Method miniaturisation is the squeezing of as many instrumental and analytical parameters as possible to optimise efficiency. Variables that can be examined include extraction solvent, extraction technique, injection onto the column, separation on column, quantification via the detector and finally the cycle time of one analytical run. As we strive to make the method more robust we should improve quality, obtain an equivalent if not better Limit of Detection (LOD) and deliver the result more quickly and hence more cheaply.
Separation on column
Why change the column dimensions or carrier gas?
By using a shorter, narrower column, with a thinner film and increasing gas flows and oven temperature ramp rates, it is possible to shorten run times considerably with little or no loss in resolution or signal-to-noise ratio. Method translation software has been developed  and is freely available to assist analysts.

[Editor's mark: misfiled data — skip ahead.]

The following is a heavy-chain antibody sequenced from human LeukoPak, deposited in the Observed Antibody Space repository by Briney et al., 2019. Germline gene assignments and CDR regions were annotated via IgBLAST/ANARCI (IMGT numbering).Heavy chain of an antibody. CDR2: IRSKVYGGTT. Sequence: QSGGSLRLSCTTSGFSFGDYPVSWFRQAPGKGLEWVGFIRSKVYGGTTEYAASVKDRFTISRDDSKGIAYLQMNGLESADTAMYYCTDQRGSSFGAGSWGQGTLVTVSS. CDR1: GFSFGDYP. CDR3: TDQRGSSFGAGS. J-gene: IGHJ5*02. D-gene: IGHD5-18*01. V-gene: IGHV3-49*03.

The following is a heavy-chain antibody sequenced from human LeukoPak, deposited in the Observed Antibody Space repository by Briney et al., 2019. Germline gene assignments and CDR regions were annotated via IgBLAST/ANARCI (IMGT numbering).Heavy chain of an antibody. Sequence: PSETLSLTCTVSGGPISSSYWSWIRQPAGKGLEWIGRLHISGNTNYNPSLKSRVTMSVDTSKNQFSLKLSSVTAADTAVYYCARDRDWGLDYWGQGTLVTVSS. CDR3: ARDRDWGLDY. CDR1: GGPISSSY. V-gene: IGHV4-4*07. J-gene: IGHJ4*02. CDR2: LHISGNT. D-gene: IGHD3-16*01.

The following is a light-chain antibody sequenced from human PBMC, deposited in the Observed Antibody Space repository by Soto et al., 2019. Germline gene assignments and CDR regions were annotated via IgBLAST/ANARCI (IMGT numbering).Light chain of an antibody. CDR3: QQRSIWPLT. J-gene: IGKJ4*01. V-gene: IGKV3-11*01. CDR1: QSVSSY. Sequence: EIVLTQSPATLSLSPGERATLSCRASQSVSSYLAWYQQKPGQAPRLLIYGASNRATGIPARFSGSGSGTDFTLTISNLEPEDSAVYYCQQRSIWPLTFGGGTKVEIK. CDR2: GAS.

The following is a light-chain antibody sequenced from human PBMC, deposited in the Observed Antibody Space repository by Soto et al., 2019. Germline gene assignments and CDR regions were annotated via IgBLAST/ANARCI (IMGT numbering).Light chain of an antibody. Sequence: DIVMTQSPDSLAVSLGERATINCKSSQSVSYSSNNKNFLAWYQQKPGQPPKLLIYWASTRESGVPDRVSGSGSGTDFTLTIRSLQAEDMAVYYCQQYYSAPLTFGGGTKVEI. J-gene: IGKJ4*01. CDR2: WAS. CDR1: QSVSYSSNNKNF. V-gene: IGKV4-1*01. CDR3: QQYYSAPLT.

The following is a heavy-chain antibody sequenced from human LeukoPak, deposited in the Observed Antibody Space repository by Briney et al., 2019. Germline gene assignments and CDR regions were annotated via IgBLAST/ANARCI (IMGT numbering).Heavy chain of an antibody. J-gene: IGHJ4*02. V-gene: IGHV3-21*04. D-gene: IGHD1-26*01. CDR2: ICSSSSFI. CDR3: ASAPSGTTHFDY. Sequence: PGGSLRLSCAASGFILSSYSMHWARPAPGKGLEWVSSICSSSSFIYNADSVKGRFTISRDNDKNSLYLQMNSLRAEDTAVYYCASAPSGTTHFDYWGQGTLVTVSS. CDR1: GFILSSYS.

Diagram 1: Moving to a shorter column but keeping phase ratio the same reduces run time but preserves selectivity
Further possible improvements include using more efficient carrier gases like hydrogen, which compared to helium has a larger linear velocity. Whilst hydrogen is known to be reactive to certain compounds, using a PTV inlet with cool injection reduces the likelihood of artefact production, leaving the major gains of improved efficiency, better signal to noise ratios and further reduced run times.
Diagram 2: Utilising further variables gives even more productivity gains
 Available from the Agilent website - GC method translation software , Windows 7 compatible - last update 20/03/2015